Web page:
The Four Categories of Literature
The Xiaojing 孝經 "Book on filial piety" is a Confucian text focusing on social relationships, especially that between father and son. It is traditionally attributed to Confucius 孔子 (d. 479 BCE) himself, but this attribution has been doubted since the Southern Song period 南宋 (1127-1279). It is assumed, instead, that it was compiled by disciples of Confucius or by Confucian scholars at the end of the Warring States period 戰國 (5th cent.-221 BCE) or the early Han period 漢 (206 BCE-220 CE). The received version is a product of the Song period and includes the commentaries of Emperor Xuanzong 唐玄宗 (r. 712-755) from the Tang period 唐 (618-907), the zhu 注 commentary, and the Song period scholar Xing Bing 邢昺, the shu 疏 commentary. Although it attracted attention already in earlier ages, it only became part of the Confucian Canon during the Northern Song period 北宋 (960-1126). The Xiaojiang is divided into 18 chapters.
The central term of the book is filial piety (xiao 孝), which is seen as the core concept of the Confucian social system. Filial piety is, according to Confucian philosophy, a social guideline established by Heaven and an appropriate principle of society codified by the Earth. Filial piety is the foundation of all other virtues, and of all actions taken by humans, nothing is of greater importance than filial piety. With the help of piety, a ruler is able to govern his country justly, and through it all people will bring order and harmony into their families. Filial piety, the relation between father and son, is equally in the sphere of the state by the relationship between a ruler and his ministers. In this respect, loyalty (zhong 忠) is the analogon to the principle of filial piety used in the private sphere. In the relation of two brothers, it can be compared with the love of the younger brother for the older (ti 悌).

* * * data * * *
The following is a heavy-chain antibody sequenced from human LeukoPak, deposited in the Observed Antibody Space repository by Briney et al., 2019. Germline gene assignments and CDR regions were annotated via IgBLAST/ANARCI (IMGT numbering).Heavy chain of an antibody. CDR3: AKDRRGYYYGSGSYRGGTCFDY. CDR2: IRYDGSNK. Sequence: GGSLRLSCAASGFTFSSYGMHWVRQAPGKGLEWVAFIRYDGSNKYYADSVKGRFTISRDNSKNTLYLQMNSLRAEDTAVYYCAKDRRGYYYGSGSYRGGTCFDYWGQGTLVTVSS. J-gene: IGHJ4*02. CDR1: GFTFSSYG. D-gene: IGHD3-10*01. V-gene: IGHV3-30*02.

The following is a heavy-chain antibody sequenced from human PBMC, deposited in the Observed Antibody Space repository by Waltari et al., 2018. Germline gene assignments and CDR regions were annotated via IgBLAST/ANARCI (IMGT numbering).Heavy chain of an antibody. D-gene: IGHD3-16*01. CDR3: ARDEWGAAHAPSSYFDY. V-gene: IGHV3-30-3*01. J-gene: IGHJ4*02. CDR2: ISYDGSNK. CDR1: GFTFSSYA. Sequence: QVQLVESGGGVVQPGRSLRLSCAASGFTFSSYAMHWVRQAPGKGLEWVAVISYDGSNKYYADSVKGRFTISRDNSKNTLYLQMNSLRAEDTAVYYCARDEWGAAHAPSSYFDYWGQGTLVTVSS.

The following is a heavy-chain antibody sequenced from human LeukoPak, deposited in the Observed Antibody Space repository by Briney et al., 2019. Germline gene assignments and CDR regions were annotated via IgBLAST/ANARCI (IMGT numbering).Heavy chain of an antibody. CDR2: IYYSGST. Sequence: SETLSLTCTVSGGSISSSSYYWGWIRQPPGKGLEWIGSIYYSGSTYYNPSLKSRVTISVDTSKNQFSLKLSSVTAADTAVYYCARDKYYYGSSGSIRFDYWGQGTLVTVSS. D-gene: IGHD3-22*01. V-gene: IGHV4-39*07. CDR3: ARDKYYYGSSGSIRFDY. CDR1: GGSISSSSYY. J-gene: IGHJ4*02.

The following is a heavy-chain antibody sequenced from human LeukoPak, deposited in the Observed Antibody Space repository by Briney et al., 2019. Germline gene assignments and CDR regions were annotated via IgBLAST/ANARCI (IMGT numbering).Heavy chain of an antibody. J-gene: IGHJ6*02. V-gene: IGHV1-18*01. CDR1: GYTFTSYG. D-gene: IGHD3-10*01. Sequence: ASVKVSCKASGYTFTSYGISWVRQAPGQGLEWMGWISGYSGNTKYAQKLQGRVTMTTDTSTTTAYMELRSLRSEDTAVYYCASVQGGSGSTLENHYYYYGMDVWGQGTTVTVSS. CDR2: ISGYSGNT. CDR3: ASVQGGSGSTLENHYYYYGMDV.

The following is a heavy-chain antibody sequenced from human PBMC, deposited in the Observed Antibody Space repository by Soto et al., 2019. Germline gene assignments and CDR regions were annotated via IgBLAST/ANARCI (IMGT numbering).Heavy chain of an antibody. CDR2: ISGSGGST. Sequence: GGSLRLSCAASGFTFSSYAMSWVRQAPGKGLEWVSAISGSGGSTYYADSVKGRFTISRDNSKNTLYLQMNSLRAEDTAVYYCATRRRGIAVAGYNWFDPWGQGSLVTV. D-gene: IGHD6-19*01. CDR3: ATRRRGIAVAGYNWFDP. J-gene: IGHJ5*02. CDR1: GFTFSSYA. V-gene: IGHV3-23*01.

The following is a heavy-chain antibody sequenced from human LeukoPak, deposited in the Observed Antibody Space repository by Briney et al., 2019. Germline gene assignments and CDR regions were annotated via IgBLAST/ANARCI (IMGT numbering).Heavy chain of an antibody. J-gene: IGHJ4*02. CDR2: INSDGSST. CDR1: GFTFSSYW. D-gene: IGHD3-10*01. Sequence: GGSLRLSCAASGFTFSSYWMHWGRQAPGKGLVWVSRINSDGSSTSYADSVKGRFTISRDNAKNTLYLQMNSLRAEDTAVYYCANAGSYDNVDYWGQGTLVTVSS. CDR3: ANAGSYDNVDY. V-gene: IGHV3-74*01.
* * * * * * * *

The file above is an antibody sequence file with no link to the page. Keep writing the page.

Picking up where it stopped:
The Xiaojing gives concrete instructions for the exhibition of filial piety. It has to penetrate all points that father and sons share and all social interactions where both sides are involved. The body is given to a son by his parents, and filial piety means not to harm the own body, i.e. suicide or shaving one's hair, like a Buddhist monk, are expression of poor filial piety. The concept also implicates that sons have to revere and to honour the name and the commemoration of their parents, as expressed in ancestor veneration. The highest form of venerating the own parents is to achieve a high position and a high social standing (li shen 立身). The own position will have an impact on the fame of the ancestors. Of course, physical care for parents is also included in the concept of filial piety, an aspect of great importance also in the modern society, where the social welfare of elderly people is often not secured by the state but has to be shouldered by a younger generation. Filial piety even includes the rituals and mourning rites to be performed on the death of a parent. In traditional China one had to leave office at the death of the father and had to pass through a three years long phase of mourning, in the case of a deceased mother two years.
The own social position also has an impact on how filial piety is conducted. The emperor, as Son of Heaven, did not only have to be filial to the personal parents, but also had to venerate Heaven, and to take care for the people, his virtual children. The Xiaojing defines the requirements for each rank of nobility, the feudal lords ( 諸侯), the grand ministers (qing dafu 卿大夫), and the lower nobility (shi 士). The common man (shuren 庶人) had to follow the path of Heaven, to share the fruits of the soil with others, to be sincere and economical, and to nourish the parents.
Missing filial piety should, as the Xiaojing suggests, also be punished by criminal law.
1. 開宗明義 Kaizong Mingyi The scope and meaning of the treatise
2. 天子 Tianzi The Son of Heaven
3. 諸侯 Zhuhou The feudal lords
4. 卿大夫 Qing Dafu Ministers and high officials
5. 士 Shi Inferior officials
6. 庶人 Shuren The common people
7. 三才 Sancai Filial piety in relation to the three powers (Heaven, Earth, and man)
8. 孝治 Xiaozhi Filial piety in government
9. 聖治 Shengzhi The government of the holy ruler
10. 紀孝行 Ji Xiaoxing An orderly description of the acts of filial piety
11. 五刑 Wuxing Filial piety in relation to the five punishments
12. 廣要道 Guang Yaodao Amplification of the all-embracing rule of conduct
13. 廣至德 Guang Zhide Amplification of the perfect virtue
14. 廣揚名 Guang Yangming Amplification of making our name famous
15. 諫諍 Jianzheng Reproof and remonstrance
16. 感應 Ganying The influence of filial piety and the response to it
17. 事君 Shijun The service of the ruler
18. 喪親 Sangqin Mourning for parents
Source: Chen Ying 陳瑛 (1987), "Xiaojing 孝經", in Zhongguo da baike quanshu 中國大百科全書, Zhexue 哲學 (Beijing/Shanghai: Zhongguo da baike quanshu chubanshe), Vol. 2, pp. 1006-1007.
July 24, 2010 © Ulrich Theobald · Mail
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